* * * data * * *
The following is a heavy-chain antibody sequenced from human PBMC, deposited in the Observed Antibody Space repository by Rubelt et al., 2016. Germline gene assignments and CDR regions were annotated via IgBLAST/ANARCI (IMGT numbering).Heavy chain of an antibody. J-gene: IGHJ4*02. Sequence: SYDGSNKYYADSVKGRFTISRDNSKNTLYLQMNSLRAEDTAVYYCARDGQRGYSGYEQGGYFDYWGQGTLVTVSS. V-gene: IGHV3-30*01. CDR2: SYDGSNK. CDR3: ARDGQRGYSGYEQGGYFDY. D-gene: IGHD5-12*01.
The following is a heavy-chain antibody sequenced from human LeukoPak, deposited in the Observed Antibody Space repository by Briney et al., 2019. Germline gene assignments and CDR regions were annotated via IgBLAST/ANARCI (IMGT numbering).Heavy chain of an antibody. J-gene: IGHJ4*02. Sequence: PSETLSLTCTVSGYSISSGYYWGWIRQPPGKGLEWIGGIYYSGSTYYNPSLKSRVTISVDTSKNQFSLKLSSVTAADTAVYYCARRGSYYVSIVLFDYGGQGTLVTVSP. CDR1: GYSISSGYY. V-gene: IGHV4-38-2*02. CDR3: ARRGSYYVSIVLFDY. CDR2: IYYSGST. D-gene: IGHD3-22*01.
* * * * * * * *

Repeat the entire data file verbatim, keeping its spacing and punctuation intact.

The following is a heavy-chain antibody sequenced from human PBMC, deposited in the Observed Antibody Space repository by Rubelt et al., 2016. Germline gene assignments and CDR regions were annotated via IgBLAST/ANARCI (IMGT numbering).Heavy chain of an antibody. J-gene: IGHJ4*02. Sequence: SYDGSNKYYADSVKGRFTISRDNSKNTLYLQMNSLRAEDTAVYYCARDGQRGYSGYEQGGYFDYWGQGTLVTVSS. V-gene: IGHV3-30*01. CDR2: SYDGSNK. CDR3: ARDGQRGYSGYEQGGYFDY. D-gene: IGHD5-12*01.
The following is a heavy-chain antibody sequenced from human LeukoPak, deposited in the Observed Antibody Space repository by Briney et al., 2019. Germline gene assignments and CDR regions were annotated via IgBLAST/ANARCI (IMGT numbering).Heavy chain of an antibody. J-gene: IGHJ4*02. Sequence: PSETLSLTCTVSGYSISSGYYWGWIRQPPGKGLEWIGGIYYSGSTYYNPSLKSRVTISVDTSKNQFSLKLSSVTAADTAVYYCARRGSYYVSIVLFDYGGQGTLVTVSP. CDR1: GYSISSGYY. V-gene: IGHV4-38-2*02. CDR3: ARRGSYYVSIVLFDY. CDR2: IYYSGST. D-gene: IGHD3-22*01.